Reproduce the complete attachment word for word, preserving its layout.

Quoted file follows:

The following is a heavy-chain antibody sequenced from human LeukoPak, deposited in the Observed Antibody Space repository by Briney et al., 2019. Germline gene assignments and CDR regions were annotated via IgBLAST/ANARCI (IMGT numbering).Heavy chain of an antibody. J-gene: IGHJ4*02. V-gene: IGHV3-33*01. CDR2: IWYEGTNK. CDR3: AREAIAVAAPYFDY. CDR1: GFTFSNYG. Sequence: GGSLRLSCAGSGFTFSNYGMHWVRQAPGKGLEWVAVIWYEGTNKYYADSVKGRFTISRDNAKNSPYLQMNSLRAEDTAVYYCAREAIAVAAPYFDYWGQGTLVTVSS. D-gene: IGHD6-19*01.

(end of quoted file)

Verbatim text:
The following is a heavy-chain antibody sequenced from human LeukoPak, deposited in the Observed Antibody Space repository by Briney et al., 2019. Germline gene assignments and CDR regions were annotated via IgBLAST/ANARCI (IMGT numbering).Heavy chain of an antibody. J-gene: IGHJ4*02. V-gene: IGHV3-33*01. CDR2: IWYEGTNK. CDR3: AREAIAVAAPYFDY. CDR1: GFTFSNYG. Sequence: GGSLRLSCAGSGFTFSNYGMHWVRQAPGKGLEWVAVIWYEGTNKYYADSVKGRFTISRDNAKNSPYLQMNSLRAEDTAVYYCAREAIAVAAPYFDYWGQGTLVTVSS. D-gene: IGHD6-19*01.